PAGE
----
Inbound Marketing is Like Fly-Fishing
What’s the difference between traditional and inbound marketing? Traditional marketing is like trawling – you know, fishing by trailing a net through the water. When you trawl, you get fish, but you get a lot of other things too. Say you’re trawling for a particular fish; you throw out your net, drag it behind your boat and later haul up the net.
So, you cast a wide net and you managed to snag a few of the fish you were looking for, but you snagged a bunch of other stuff too. Turtles, perhaps. Dolphins, maybe. Trash, probably. That’s traditional (outbound) marketing: Cast a wide net and hope you get the right customer buried among the wrong customers. By wrong, I mean the ones who aren’t interested in what you have to offer.
- Some 44% of direct mail is never opened (HubSpot).
- 86% of people skip TV ads (HubSpot).
- More than 221 million Americans have registered their phone numbers on the FTC do not call list (Federal Trade Commission).
Enter inbound marketing. If traditional marketing is trawling, inbound marketing is fly fishing. In fly fishing, you pick the right fly for the right location and the right fish. Fly fishing is deliberate and targeted. You’re not dropping a net on the fish and trapping them haphazardly; you’re setting up a situation in which they come to you. When you trawl, the fish see the net coming and yell, “Run! Run!” When you’ve tied on the right fly and cast it perfectly, the fish say “Oooo. A Woolly Bugger! Yummy. Nom nom.” The fish come to you. They bite. You reel ‘em in. And keep them (marketing is not catch-and-release).
So you pick your fish, you create something they want and you put it out there. In other words, you attract leads and customers with inbound marketing. Customers find you online with inbound marketing. Instead of shouting, you’re studying, you’re listening and you’re targeting; you’re getting the fish you want. And by fish, I mean customers. You’re getting the customers that want to buy your product.
Now consider this:
- Inbound marketing costs 61% less per lead than traditional, outbound marketing (HubSpot).
- 54% more leads are generated by inbound tactics than traditional paid marketing (HubSpot)
Here’s what marketer Guy Kawasaki has to say about inbound marketing:
“If you have more money than brains, you should focus on outbound marketing. If you have more brains than money, you should focus on inbound marketing.“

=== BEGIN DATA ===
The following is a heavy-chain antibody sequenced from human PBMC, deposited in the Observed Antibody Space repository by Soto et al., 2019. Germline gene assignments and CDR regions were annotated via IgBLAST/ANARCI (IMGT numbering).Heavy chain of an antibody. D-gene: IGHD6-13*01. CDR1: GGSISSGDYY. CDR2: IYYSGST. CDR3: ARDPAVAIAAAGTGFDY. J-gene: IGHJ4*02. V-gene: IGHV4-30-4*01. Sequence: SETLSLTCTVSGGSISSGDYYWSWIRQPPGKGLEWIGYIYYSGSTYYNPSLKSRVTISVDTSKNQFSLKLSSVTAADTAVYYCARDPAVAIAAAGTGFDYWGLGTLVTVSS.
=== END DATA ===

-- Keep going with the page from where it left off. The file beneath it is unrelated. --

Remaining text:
So what is inbound marketing?
A common definition of inbound marketing is “publishing the right content in the right place at the right time;” the content is relevant to your audience. You know your audience because you’ve created buyer personas; and you know the right time because you’ve done A/B testing and work at nurturing leads.
Further, Social Media Today explains:
“Drawing customers into a business with helpful, entertaining, educational and – above all – high quality content that appears on the business website...”
When you tie flies, you take your fur, feathers, thread and hook to create something compelling that will bring the fish to you. With inbound marketing you’re doing the same thing – except your marketing fly-tying materials are blogs, SEO, web pages and social media sprinkled with calls to action, email and landing pages. You’re casting, attracting, hooking and landing – and possibly sautéing in a little butter with a nice Chardonnay on the side.
That last piece is important: What happens after you’ve got a customer. Inbound is primarily about getting found online; you also need to be doing content marketing so that once you’re found, people have a reason to keep coming back, online or offline. Joe Pulizzi of the Content Marketing Institute explains it like this:
“What if you want to upsell or cross sell to the customer? Well, that’s a whole set of different content. What if your goal is customer retention and loyalty? Well, that’s another content strategy as well.”
Now, I don’t want to split hairs: IMHO, content marketing is part of inbound marketing rather than separate. It depends how you look at it. But it’s important to realize that offline content is not dead and traditional marketing should not be thrown out the window. They can work successfully alongside inbound: You might have to reallocate some budget until you find the right mix for your company or product. It all depends what you’re trying to accomplish and/or what you’re trying to sell – and to whom. There’s no one-size-fits-all because everyone is different. After all, you wouldn’t use a Kinky Muddler to catch a salmon, right?